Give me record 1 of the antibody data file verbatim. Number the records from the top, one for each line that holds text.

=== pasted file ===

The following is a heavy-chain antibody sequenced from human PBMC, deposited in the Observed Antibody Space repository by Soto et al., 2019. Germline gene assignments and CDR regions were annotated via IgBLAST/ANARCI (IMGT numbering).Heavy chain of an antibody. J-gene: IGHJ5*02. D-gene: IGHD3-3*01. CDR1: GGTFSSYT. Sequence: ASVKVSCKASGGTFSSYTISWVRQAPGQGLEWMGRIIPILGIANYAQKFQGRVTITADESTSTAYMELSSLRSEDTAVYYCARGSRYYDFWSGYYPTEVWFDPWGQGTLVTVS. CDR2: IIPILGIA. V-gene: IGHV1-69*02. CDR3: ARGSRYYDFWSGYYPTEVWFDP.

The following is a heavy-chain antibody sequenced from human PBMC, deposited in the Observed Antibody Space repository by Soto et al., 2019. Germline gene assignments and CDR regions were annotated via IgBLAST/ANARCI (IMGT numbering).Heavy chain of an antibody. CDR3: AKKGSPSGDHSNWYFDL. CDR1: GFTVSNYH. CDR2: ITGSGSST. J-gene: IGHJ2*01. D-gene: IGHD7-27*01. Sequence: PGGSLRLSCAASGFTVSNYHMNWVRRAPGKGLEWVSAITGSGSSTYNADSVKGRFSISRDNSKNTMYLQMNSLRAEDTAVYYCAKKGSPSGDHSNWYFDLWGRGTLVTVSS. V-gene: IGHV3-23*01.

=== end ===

The following is a heavy-chain antibody sequenced from human PBMC, deposited in the Observed Antibody Space repository by Soto et al., 2019. Germline gene assignments and CDR regions were annotated via IgBLAST/ANARCI (IMGT numbering).Heavy chain of an antibody. J-gene: IGHJ5*02. D-gene: IGHD3-3*01. CDR1: GGTFSSYT. Sequence: ASVKVSCKASGGTFSSYTISWVRQAPGQGLEWMGRIIPILGIANYAQKFQGRVTITADESTSTAYMELSSLRSEDTAVYYCARGSRYYDFWSGYYPTEVWFDPWGQGTLVTVS. CDR2: IIPILGIA. V-gene: IGHV1-69*02. CDR3: ARGSRYYDFWSGYYPTEVWFDP.